“There’s no way I can get out every day of the week and get into traffic and try to touch every single kid in person,” Willis said. “The next best thing to that was bringing content and knowledge to a platform. I have some content — how do I put this out?” 

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Baseball offerings include instruction from famed pitching coach Tom House, described as the “father of modern pitching mechanics.” As for basketball, notable offerings include courses from Dallas Mavericks assistant coach Sean Sweeney and another from Brooklyn Nets head coach Steve Nash. 

Steve nash

Head coach Steve Nash of the Brooklyn Nets reacts after a foul is called against one of his players in Game 4 of a first-round playoff series against the Boston Celtics at Barclays Center April 25, 2022, in the Brooklyn borough of New York City. (Elsa/Getty Images / Getty Images)

Last year, CoachTube announced it was also offering courses from student-athletes in a variety of sports following recent NCAA rule changes, which allowed college athletes to earn money from their name, image, and likeness (NIL). 

Noteworthy student-athlete instructors include Texas Longhorns wide receiver Xavier Worthy, Notre Dame running back Kyren Williams and Jalen Wilson, who recently won a national championship with the Kansas Jayhawks. A $20 course is also being offered by Texas Longhorn slugger Ivan Melendez. As of Tuesday, it has been viewed nearly 200 times.

In a press release last year, Floyd said the company was aiming to be the No. 1 revenue source for student-athletes. 

Jalen Wilson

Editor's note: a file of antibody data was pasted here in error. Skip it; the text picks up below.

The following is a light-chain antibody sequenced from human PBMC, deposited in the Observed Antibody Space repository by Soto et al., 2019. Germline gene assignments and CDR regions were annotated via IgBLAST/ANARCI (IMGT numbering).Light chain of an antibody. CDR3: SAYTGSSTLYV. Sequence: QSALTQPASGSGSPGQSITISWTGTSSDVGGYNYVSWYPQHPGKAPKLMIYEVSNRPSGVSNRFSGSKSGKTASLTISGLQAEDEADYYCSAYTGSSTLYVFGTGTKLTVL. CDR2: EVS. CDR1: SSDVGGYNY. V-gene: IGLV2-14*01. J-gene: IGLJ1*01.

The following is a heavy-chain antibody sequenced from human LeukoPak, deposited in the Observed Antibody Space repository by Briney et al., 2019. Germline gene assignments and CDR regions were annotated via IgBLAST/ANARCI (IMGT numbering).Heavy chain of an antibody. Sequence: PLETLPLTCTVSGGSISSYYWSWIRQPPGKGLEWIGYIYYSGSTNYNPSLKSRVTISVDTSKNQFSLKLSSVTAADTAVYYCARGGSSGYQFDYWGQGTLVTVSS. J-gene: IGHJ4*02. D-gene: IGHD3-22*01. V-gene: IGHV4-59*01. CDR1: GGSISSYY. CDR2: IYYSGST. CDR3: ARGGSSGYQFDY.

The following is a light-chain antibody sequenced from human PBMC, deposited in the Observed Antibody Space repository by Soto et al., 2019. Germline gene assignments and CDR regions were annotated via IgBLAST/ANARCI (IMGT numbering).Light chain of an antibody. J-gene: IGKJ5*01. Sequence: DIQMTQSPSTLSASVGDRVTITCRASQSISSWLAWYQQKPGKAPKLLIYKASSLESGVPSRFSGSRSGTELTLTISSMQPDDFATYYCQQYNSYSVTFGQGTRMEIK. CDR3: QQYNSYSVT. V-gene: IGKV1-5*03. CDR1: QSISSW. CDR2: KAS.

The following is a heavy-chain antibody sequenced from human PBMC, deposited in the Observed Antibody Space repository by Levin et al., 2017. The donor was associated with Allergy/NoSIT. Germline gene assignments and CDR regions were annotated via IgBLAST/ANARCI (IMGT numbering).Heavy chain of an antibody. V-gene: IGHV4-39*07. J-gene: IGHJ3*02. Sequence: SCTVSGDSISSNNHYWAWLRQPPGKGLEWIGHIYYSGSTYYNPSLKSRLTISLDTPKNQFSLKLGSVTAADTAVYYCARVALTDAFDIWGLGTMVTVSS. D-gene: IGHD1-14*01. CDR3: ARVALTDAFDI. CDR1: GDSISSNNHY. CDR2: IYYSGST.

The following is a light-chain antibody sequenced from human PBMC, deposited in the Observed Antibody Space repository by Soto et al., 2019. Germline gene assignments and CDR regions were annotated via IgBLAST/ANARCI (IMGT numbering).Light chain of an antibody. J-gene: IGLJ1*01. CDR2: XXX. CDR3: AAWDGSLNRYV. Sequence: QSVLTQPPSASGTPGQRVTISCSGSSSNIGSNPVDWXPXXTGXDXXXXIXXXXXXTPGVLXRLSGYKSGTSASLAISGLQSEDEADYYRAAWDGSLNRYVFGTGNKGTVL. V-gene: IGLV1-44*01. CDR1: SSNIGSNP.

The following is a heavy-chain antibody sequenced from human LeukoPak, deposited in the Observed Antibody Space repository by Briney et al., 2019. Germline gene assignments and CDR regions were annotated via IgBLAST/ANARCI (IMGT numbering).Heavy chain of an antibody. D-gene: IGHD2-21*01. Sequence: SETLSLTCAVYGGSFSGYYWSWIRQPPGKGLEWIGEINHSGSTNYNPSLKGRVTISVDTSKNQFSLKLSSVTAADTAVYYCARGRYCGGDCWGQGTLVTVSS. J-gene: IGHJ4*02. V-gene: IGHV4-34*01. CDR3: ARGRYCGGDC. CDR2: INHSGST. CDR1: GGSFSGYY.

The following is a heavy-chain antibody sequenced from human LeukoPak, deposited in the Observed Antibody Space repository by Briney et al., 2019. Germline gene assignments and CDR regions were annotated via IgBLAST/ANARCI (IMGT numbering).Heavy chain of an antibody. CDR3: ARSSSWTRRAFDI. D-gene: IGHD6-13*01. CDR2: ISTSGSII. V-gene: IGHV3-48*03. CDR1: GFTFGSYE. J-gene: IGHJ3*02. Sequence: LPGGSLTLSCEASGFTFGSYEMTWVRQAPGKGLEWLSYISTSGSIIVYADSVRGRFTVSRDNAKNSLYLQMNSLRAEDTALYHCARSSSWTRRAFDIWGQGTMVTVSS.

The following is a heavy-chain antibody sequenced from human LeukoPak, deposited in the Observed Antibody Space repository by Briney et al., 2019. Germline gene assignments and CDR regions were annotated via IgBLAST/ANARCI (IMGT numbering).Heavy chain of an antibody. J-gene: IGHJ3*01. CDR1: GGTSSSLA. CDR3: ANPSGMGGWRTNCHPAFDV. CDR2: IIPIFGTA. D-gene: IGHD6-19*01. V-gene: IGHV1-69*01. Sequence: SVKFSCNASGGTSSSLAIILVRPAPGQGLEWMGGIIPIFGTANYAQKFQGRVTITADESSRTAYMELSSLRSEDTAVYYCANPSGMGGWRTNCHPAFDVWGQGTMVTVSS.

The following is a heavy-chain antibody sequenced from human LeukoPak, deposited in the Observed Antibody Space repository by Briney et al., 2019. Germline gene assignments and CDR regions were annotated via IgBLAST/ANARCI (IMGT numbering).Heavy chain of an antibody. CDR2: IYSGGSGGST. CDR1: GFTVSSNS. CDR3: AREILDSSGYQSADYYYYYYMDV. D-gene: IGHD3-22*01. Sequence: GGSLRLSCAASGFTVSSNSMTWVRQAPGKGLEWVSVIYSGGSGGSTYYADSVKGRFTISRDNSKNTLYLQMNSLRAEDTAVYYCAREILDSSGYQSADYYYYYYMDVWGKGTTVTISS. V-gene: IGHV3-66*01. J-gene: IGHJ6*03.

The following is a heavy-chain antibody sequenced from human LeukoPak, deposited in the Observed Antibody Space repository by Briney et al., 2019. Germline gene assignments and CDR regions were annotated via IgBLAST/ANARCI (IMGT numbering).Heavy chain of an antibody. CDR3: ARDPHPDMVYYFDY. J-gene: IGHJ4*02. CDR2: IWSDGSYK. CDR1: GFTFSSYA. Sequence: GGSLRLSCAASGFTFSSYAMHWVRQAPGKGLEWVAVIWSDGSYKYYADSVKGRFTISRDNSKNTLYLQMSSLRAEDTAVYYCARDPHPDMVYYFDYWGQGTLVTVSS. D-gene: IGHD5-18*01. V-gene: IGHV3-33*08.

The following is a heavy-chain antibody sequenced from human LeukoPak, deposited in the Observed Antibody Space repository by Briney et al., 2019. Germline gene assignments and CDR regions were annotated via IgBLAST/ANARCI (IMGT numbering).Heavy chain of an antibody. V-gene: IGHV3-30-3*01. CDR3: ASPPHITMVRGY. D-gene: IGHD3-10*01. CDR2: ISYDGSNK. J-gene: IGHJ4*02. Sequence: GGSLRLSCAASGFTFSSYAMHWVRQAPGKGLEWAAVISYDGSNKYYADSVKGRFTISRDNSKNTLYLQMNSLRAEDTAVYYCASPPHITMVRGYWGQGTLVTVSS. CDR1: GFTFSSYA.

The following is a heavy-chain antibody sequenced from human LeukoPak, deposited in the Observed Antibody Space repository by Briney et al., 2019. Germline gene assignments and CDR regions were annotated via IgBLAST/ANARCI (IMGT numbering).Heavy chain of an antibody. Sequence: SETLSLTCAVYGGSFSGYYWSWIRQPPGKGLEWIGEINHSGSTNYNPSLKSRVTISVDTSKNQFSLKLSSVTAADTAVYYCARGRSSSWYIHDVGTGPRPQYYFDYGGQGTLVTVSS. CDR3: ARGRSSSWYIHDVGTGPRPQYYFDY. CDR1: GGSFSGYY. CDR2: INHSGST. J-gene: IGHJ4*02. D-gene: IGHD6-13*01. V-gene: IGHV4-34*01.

Jalen Wilson of the Kansas Jayhawks cuts the net after the Jayhawks defeated the North Carolina Tar Heels 72-69 in the 2022 NCAA men’s national championship game at Caesars Superdome April 4, 2022, in New Orleans. (Tom Pennington/Getty Images / Getty Images)

“We built CoachTube to empower coaches and athletes to succeed, not exploit their brand for profit,” Floyd said at the time. “I can’t think of a better way for athletes to make money off their name, image and likeness, than to teach what they love to those who look up to them.”

Floyd told Fox Business the idea for CoachTube came about after he struggled with drills and practice plans while coaching youth baseball. Floyd said he was looking for a place online where he could learn from other coaches but “couldn’t believe it didn’t exist.”

“All I found were dozens of random sites of video clips but nothing where I can search hundreds of courses from different creators with reviews. At the same time, I was obsessed with online learning from my previous company, where I bought thousands of dollars of business courses myself,” Floyd said. “I just started calling prominent coaches who had clips on video-sharing sites as well as those that sold DVDs, and they were like, ‘This is exactly what we are looking for.’ That’s all I needed to hear and launched a beta a few months later.”

The sports education platform was officially launched in March 2015 and is based in Austin, Texas. 

Floyd said the biggest challenge the platform faces is getting “critical mass” in a new sport. But with more than 600 million athletes and coaches worldwide, he thinks the company is just getting started. 

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“Other than us becoming the platform to teach and learn sports — think Amazon for sports training — we will keep listening to our users and giving them exactly what they crave,” Floyd added.